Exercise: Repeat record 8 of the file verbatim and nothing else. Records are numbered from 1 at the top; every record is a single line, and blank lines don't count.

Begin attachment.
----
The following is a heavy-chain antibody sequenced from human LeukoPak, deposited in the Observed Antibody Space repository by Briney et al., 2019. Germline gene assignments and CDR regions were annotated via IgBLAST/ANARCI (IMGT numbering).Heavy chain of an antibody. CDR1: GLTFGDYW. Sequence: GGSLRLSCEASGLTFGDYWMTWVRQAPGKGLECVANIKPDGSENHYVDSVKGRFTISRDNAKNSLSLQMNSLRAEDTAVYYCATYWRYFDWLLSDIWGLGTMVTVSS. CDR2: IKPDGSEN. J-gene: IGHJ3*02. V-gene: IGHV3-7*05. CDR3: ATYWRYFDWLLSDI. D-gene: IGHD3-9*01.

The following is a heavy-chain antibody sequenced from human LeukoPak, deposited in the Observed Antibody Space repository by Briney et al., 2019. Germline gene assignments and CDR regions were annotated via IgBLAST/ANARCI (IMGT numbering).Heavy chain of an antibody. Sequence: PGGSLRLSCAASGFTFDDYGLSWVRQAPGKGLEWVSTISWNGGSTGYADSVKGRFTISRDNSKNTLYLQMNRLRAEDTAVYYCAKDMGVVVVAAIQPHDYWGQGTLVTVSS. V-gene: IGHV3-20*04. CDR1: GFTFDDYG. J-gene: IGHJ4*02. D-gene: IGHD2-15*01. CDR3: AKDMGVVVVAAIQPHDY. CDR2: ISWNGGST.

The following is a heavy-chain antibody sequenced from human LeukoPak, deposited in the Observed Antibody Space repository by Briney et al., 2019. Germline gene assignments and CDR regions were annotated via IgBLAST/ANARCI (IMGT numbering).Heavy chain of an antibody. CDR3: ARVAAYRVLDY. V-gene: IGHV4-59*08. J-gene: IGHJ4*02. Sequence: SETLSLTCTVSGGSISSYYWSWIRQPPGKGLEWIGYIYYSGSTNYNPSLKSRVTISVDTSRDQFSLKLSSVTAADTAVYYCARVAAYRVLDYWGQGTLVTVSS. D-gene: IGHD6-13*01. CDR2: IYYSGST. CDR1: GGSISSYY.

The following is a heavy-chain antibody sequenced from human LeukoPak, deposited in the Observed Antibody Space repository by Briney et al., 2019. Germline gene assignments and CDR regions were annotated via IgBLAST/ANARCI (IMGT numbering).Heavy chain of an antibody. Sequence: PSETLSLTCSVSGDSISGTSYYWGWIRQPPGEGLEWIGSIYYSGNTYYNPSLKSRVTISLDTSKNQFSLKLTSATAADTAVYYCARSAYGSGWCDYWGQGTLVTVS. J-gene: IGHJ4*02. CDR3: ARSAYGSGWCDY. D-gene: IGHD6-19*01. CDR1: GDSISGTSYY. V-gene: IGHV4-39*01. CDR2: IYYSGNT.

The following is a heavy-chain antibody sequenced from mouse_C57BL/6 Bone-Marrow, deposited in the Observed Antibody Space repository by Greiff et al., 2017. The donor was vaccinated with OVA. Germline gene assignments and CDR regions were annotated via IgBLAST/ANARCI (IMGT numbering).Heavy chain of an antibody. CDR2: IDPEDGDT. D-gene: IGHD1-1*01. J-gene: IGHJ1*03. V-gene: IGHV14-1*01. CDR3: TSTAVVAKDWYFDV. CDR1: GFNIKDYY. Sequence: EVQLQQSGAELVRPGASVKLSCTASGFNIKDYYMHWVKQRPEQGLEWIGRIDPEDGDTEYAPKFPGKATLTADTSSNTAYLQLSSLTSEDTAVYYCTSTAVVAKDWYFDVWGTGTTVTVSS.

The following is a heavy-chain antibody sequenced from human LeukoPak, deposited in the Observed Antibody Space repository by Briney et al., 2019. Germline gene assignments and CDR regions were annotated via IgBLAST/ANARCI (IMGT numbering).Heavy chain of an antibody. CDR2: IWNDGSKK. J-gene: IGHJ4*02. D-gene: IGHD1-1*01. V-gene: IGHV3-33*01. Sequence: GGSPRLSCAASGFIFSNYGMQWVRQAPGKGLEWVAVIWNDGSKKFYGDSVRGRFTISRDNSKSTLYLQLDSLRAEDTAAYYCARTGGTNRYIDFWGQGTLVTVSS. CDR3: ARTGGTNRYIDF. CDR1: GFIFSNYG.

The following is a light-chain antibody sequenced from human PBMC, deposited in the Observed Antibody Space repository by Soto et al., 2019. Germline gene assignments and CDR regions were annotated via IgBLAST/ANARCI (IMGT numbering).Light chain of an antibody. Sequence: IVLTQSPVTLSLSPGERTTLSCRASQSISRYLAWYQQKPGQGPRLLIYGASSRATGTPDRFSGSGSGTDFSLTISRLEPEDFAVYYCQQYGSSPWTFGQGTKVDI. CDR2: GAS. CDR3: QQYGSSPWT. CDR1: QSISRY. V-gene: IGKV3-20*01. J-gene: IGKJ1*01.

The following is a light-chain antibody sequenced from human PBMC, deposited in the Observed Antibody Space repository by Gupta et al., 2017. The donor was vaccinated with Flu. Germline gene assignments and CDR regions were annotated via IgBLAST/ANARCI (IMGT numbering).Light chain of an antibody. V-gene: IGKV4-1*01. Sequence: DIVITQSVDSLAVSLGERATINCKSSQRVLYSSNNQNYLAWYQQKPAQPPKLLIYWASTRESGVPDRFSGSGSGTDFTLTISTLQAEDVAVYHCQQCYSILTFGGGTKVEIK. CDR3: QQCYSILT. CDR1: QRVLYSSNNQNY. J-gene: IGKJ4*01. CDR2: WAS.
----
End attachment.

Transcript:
The following is a light-chain antibody sequenced from human PBMC, deposited in the Observed Antibody Space repository by Gupta et al., 2017. The donor was vaccinated with Flu. Germline gene assignments and CDR regions were annotated via IgBLAST/ANARCI (IMGT numbering).Light chain of an antibody. V-gene: IGKV4-1*01. Sequence: DIVITQSVDSLAVSLGERATINCKSSQRVLYSSNNQNYLAWYQQKPAQPPKLLIYWASTRESGVPDRFSGSGSGTDFTLTISTLQAEDVAVYHCQQCYSILTFGGGTKVEIK. CDR3: QQCYSILT. CDR1: QRVLYSSNNQNY. J-gene: IGKJ4*01. CDR2: WAS.